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Bletchley Park: Britain's Best Kept Secret

June 15, 2009 Lowell Bradford News & Articles,Blog 0 Comments


Bletchley Park was Britain's first line of defense for deciphering the secret ciphers and codes of the World War II Axis Powers, notably against the German Enigma and the Lorenz cipher machines, arguably shortening the duration of World War II by two years, saving numerous lives.


Over the course of 1939-1945, around 12,000 men and women worked the wireless interception at Y service and at Station X or Bletchley Park. Their work was so top secret that Winston Churchill called them the "geese that laid the golden eggs but never cackled." Only in the 1970s did the British government   begin to open the classified files. Those who served at Bletchley could not talk about it until the 1990s.


Women outnumbered the men eight to one, both living in blacked out huts where no one spoke of what they worked on. Some staff lived in grander housing than others, but all lived by breaking their sections of code. No surveillance cameras were around to keep the workers honest. Their diligence and silence created unique opportunities to save lives in such arenas as Normandy.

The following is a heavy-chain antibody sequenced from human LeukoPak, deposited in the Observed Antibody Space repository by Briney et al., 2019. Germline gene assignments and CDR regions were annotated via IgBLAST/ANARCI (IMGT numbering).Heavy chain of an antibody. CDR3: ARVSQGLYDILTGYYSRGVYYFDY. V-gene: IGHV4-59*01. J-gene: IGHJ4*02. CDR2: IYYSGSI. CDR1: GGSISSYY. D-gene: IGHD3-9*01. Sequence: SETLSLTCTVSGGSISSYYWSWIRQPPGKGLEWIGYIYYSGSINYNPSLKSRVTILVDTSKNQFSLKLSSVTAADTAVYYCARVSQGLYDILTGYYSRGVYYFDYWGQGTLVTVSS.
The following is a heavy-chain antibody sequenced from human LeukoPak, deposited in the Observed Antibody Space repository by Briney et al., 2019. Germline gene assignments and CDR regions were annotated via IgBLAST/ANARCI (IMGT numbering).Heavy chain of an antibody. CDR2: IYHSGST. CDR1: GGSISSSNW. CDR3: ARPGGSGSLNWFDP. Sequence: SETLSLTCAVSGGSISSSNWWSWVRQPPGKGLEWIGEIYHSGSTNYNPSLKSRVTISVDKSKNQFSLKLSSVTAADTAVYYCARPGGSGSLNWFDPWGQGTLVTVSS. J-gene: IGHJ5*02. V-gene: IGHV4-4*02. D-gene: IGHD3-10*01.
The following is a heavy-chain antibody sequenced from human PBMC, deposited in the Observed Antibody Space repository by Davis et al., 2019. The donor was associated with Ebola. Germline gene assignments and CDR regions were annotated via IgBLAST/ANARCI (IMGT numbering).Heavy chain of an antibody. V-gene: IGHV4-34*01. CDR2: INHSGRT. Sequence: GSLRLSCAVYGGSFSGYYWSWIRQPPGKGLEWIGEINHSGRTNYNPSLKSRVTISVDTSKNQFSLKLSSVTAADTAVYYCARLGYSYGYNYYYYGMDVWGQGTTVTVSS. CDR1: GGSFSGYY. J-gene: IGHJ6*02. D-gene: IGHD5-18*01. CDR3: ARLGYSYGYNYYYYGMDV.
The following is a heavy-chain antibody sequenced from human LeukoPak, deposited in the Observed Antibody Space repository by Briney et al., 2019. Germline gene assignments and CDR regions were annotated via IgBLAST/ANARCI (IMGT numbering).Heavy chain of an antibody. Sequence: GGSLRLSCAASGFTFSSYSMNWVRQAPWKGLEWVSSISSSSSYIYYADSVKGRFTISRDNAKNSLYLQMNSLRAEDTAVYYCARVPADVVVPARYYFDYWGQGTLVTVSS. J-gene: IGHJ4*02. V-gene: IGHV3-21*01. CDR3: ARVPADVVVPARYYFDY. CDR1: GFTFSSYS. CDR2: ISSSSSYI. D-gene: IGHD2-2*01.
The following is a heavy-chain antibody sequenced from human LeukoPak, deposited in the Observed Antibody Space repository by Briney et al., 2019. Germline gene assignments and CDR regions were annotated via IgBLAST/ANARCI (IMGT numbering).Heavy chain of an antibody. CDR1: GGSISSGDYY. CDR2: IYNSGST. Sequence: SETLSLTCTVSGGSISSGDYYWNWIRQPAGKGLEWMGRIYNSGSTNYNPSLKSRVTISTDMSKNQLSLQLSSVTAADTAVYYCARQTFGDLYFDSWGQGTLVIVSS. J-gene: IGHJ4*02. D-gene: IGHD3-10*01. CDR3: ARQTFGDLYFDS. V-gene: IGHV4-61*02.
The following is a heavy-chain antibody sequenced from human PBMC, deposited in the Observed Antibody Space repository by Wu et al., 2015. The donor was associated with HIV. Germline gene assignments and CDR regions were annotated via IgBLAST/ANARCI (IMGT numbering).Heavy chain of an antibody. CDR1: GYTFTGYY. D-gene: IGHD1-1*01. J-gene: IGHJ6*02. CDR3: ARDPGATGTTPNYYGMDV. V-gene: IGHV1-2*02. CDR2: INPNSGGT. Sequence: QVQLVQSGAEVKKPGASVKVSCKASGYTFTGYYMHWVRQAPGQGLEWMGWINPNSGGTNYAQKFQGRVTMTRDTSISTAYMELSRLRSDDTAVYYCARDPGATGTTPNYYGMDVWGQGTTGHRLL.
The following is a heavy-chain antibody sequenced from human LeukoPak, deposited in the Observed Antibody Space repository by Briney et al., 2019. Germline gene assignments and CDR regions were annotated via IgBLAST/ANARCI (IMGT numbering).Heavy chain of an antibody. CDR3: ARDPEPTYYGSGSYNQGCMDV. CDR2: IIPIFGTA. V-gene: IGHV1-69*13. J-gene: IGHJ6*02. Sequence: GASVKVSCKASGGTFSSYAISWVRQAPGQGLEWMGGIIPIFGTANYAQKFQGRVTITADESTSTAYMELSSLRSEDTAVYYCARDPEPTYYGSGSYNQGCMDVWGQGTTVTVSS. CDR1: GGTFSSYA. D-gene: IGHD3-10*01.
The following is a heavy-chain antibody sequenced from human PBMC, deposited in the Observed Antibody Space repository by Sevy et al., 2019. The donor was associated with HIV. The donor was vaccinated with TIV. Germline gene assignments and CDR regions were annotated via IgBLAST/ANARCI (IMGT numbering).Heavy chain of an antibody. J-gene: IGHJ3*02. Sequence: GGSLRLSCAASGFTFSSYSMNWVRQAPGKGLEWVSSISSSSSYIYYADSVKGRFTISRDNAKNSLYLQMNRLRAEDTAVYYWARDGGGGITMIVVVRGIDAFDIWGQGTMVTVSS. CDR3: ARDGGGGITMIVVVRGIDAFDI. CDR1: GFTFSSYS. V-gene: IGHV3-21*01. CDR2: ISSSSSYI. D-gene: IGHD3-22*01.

The founding father of computer science, mathematician Alan Turing, was instrumental in his contributions in cracking the five letter combinations sent by the German code machines Enigma and Lorenz. Britain's own decryption machines pivotal in intercepting and decoding messages were the Bombe and the Colossus. No one but those associated with Bletchley Park ever knew of the Colossus's existence until its declassification in the 1970s.


Today Bletchley Park, now known as the Bletchley Park Trust, provides families with countless learning opportunities. From World War II toys for the seven to 14 year old set; to history, mathematics and computer science themes for the adults. Bletchley Park is struggling to keep the sacrifices and stories of thousands alive to the next generations.


The National Museum of Computing housed at Bletchley features a number of exhibits and displays, including large computers, microcomputers, as well as the world's first programmable computer: the Colossus. An interactive exhibit of vintage personal computers is scheduled to open in July 2009.


The museum is open free of charge to paying visitors of Bletchley Park. Hours are 1-5pm on Thursdays and Saturdays. Tours are available.


The Bletchley Park National Codes Centre located in Milton Keynes, England approached the British Parliament for funds and were refused in late May 2009.

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